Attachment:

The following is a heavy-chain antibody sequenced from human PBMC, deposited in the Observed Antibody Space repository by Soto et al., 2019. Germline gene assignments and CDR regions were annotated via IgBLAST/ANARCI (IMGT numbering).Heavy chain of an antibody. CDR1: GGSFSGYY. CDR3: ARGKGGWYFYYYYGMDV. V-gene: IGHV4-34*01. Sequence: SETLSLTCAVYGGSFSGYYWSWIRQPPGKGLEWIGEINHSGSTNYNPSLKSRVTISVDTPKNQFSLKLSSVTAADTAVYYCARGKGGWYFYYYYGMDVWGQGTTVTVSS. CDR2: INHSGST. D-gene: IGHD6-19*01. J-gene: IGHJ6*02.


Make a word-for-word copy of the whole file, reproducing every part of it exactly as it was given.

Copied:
The following is a heavy-chain antibody sequenced from human PBMC, deposited in the Observed Antibody Space repository by Soto et al., 2019. Germline gene assignments and CDR regions were annotated via IgBLAST/ANARCI (IMGT numbering).Heavy chain of an antibody. CDR1: GGSFSGYY. CDR3: ARGKGGWYFYYYYGMDV. V-gene: IGHV4-34*01. Sequence: SETLSLTCAVYGGSFSGYYWSWIRQPPGKGLEWIGEINHSGSTNYNPSLKSRVTISVDTPKNQFSLKLSSVTAADTAVYYCARGKGGWYFYYYYGMDVWGQGTTVTVSS. CDR2: INHSGST. D-gene: IGHD6-19*01. J-gene: IGHJ6*02.